• If the brake switch works properly, it should measure near 0 ohms.
  • If you have infinite resistance, the brake pedal switch is broken.

Blade Switch

You must disassemble the clutch lever assembly to reach the blade switch.

  • Note the white wires’ prongs and remove the wire harness from the blade switch.
  • Set your multimeter to examine resistance and touch the probes to the white wire’s prongs.
  • The multi-meter should read near 0 ohms if the blade switch is working. If it reads infinite resistance, replace the blade switch.
  • If the blade switch works, a break in the white wire between the ignition switch and the solenoid coil prevents the coil from receiving power. Locate and fix the wiring fault.

After reading our troubleshooting tips, you should be able to start your mower.

How Do You Test A Starter Solenoid On A Riding Lawn Mower?

Riding lawn mowers come with many safety features and safety switches to stop the engine from starting unless certain conditions are met.

  • Parking Brake: Ensure the parking brake is engaged. This safety switch can be part of the brake pedal.
  • Blade Control: The blade control handle must be in the OFF position.
  • Seat cutout: Most riding mowers have a seat safety switch.

lawnmower, start, this, riding, mower, wont

Wiring and Connections

The starter motor requires a solid battery connection like any other internal combustion engine.

  • Inspect the starter, solenoid, ignition switch, and battery connections. Remove corrosion with a wire brush and tighten all connections.
  • Check the grounding points. Grease or use liquid electrical tape for all connections.
  • Verify the starter motor bolts. Otherwise, the starter may move and not engage.

Bad Starter Solenoid

If you have a decent battery, but the riding mower won’t start when you turn the key on your riding mower, your solenoid may be broken and won’t pass any current through the ignition wiring to the spark plug.

The solenoid is simple to check with a 12V battery and a multi-meter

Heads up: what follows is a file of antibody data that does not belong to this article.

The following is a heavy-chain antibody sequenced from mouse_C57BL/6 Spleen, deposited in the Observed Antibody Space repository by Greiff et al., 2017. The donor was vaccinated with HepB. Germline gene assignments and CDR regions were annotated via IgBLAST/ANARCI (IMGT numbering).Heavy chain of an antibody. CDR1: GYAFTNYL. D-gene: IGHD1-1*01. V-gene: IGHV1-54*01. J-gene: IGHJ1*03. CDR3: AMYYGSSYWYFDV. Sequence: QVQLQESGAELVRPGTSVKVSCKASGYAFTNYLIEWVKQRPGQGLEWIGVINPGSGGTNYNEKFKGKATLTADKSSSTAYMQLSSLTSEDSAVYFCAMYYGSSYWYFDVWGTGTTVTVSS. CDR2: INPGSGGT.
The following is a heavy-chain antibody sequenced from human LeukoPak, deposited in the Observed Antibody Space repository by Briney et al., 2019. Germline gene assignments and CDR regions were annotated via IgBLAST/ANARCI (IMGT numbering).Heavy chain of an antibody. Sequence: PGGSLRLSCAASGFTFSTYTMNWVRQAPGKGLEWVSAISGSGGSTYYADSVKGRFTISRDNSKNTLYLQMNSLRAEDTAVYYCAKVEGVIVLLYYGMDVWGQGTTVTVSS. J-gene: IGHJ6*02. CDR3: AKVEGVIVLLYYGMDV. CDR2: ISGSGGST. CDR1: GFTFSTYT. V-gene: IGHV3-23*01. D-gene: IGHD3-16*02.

• Unscrew the solenoid from the riding mower
  • Most solenoids have four posts: two for operation and two for battery connection.
  • Connect your multi-meter to the two large battery posts to test continuity.
  • Connect the battery’s negative to a spade terminal.
  • Connect the battery’s positive terminal to the other spade terminal:
  • The solenoid should click as it works.
  • Continuity/short circuit should show on your multi-meter.

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Riding lawn mower won’t start no clicking

Riding lawn mower won’t start no clicking. Riding mowers make mowing the grass a breeze, and they significantly reduce the time it would take to do it with a typical push mower.

However, these helpful machines are not immune to problems and hiccups, making the task tough, if not impossible.

If your riding mower won’t start and won’t even produce a click sound when you try to start it, the most common problem is with a device called the starter solenoid or the coil associated with it.

It is necessary to comprehend how the system works to understand better why you are having problems starting up your riding mower.

Riding lawn mower won’t start no clicking

There can be possible aspects that may lead to riding a lawnmower won’t start any clicking.

Please continue reading to find out why your riding mower isn’t making a click and won’t start, as well as how to fix it.

To begin, the positive red battery line is attached to one of the two terminal posts on the starter solenoid.

  • This wire is responsible for transferring power to the starter motor, which starts the mower’s engine.